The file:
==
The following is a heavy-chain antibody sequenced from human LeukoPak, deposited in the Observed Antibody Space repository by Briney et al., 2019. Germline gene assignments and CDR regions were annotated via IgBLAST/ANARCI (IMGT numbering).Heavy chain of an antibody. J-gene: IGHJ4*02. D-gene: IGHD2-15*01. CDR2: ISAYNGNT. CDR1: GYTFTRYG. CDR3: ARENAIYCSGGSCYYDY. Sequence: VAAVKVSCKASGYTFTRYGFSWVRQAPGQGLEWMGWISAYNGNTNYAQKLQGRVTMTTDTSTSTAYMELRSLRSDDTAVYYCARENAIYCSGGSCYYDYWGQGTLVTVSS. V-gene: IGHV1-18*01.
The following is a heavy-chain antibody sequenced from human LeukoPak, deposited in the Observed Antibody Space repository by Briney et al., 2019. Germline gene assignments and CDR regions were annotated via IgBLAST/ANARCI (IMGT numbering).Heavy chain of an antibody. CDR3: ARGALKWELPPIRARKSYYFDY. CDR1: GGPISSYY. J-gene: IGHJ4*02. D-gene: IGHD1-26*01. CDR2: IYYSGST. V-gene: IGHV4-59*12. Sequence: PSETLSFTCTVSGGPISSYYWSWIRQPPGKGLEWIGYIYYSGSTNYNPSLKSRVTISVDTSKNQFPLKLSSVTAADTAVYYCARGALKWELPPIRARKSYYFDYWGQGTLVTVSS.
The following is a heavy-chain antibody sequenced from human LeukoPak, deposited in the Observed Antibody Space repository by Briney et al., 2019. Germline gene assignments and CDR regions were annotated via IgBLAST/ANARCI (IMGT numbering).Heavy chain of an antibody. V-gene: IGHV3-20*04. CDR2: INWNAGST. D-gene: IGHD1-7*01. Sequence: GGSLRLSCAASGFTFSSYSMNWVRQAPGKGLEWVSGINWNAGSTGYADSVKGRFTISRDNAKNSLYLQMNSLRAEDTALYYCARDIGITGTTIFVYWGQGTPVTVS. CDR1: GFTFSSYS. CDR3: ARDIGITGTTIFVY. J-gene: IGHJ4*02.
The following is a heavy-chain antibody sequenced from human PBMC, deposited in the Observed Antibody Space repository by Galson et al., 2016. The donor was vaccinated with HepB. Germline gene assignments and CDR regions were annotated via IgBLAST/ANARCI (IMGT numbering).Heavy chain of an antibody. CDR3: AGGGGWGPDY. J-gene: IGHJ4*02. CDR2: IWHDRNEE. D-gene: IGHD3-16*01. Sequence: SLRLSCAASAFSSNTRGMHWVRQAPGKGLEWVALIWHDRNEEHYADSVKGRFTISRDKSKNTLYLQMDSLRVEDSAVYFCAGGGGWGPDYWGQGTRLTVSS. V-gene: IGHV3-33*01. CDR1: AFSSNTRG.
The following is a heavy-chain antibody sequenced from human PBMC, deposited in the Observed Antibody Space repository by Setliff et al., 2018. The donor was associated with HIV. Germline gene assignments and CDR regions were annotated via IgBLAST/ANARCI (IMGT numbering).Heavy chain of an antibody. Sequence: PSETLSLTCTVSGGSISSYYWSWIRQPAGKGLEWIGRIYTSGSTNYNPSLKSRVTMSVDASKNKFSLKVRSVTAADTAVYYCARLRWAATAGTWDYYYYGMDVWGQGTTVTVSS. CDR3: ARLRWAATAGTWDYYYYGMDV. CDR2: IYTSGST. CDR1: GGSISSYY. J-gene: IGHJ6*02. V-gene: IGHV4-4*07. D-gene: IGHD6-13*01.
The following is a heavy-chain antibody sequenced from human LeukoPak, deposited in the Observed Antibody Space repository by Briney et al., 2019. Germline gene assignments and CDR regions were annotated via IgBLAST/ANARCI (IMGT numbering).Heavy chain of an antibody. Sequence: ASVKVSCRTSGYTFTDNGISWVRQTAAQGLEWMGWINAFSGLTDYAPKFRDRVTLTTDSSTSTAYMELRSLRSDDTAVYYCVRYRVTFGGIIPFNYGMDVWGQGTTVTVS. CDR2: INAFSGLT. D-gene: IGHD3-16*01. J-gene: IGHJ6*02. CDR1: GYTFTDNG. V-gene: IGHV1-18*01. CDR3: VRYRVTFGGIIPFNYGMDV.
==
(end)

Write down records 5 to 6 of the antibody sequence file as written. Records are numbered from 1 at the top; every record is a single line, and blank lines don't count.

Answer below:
The following is a heavy-chain antibody sequenced from human PBMC, deposited in the Observed Antibody Space repository by Setliff et al., 2018. The donor was associated with HIV. Germline gene assignments and CDR regions were annotated via IgBLAST/ANARCI (IMGT numbering).Heavy chain of an antibody. Sequence: PSETLSLTCTVSGGSISSYYWSWIRQPAGKGLEWIGRIYTSGSTNYNPSLKSRVTMSVDASKNKFSLKVRSVTAADTAVYYCARLRWAATAGTWDYYYYGMDVWGQGTTVTVSS. CDR3: ARLRWAATAGTWDYYYYGMDV. CDR2: IYTSGST. CDR1: GGSISSYY. J-gene: IGHJ6*02. V-gene: IGHV4-4*07. D-gene: IGHD6-13*01.
The following is a heavy-chain antibody sequenced from human LeukoPak, deposited in the Observed Antibody Space repository by Briney et al., 2019. Germline gene assignments and CDR regions were annotated via IgBLAST/ANARCI (IMGT numbering).Heavy chain of an antibody. Sequence: ASVKVSCRTSGYTFTDNGISWVRQTAAQGLEWMGWINAFSGLTDYAPKFRDRVTLTTDSSTSTAYMELRSLRSDDTAVYYCVRYRVTFGGIIPFNYGMDVWGQGTTVTVS. CDR2: INAFSGLT. D-gene: IGHD3-16*01. J-gene: IGHJ6*02. CDR1: GYTFTDNG. V-gene: IGHV1-18*01. CDR3: VRYRVTFGGIIPFNYGMDV.